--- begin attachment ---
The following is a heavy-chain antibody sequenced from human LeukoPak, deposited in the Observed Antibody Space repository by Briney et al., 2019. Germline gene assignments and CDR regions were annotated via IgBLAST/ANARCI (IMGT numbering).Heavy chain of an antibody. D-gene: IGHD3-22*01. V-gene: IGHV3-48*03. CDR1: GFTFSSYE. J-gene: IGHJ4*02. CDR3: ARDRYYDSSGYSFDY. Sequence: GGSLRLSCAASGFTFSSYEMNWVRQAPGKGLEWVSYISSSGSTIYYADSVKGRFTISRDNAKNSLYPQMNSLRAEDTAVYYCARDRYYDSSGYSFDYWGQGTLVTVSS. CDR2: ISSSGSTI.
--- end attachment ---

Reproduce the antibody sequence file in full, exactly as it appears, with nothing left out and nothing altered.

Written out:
The following is a heavy-chain antibody sequenced from human LeukoPak, deposited in the Observed Antibody Space repository by Briney et al., 2019. Germline gene assignments and CDR regions were annotated via IgBLAST/ANARCI (IMGT numbering).Heavy chain of an antibody. D-gene: IGHD3-22*01. V-gene: IGHV3-48*03. CDR1: GFTFSSYE. J-gene: IGHJ4*02. CDR3: ARDRYYDSSGYSFDY. Sequence: GGSLRLSCAASGFTFSSYEMNWVRQAPGKGLEWVSYISSSGSTIYYADSVKGRFTISRDNAKNSLYPQMNSLRAEDTAVYYCARDRYYDSSGYSFDYWGQGTLVTVSS. CDR2: ISSSGSTI.